UK consumers snapped up 14.5% fewer compact cameras in May than in the same month the year before, according to official figures seen by Amateur Photographer. However, DSLR sales continue to ride out the effects of the economic downturn.

UK consumers snapped up 14.5% fewer compact cameras in May than in the same month the year before, according to official figures seen by Amateur Photographer. However, DSLR sales continue to ride out the effects of the economic downturn.

Statistics show that 433,900 compact cameras were sold in May 2009 – that’s 73,400 fewer than in May 2008.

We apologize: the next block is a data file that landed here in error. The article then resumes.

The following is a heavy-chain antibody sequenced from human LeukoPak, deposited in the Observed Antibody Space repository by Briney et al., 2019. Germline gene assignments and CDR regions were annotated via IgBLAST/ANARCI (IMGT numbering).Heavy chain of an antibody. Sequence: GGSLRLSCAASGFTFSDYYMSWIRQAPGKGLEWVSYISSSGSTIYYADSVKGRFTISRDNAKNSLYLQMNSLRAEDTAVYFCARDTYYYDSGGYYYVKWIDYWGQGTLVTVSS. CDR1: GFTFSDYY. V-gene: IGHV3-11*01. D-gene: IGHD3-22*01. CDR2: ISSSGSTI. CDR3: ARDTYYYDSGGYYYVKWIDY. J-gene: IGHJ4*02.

This led to a 11% drop in compact camera sales revenue, according to the figures compiled by GfK Retail & Technology.

GfK attributed the fall in demand for compact cameras to higher prices, compared to a year ago, and the effects of the recession.

GfK’s Photo/Imaging account manager Cedric Mertes blamed higher unemployment and cuts in household budgets, adding that the compact market has now ‘reached maturity’.

He said that 75% of UK households own a compact camera and people are reluctant to upgrade to newer models during a downturn.

However, sales of digital SLRs held up, sliding around 2% in volume in May, to 42,800 units. In value terms DSLR sales dipped just 1.5%, compared to 12 months earlier.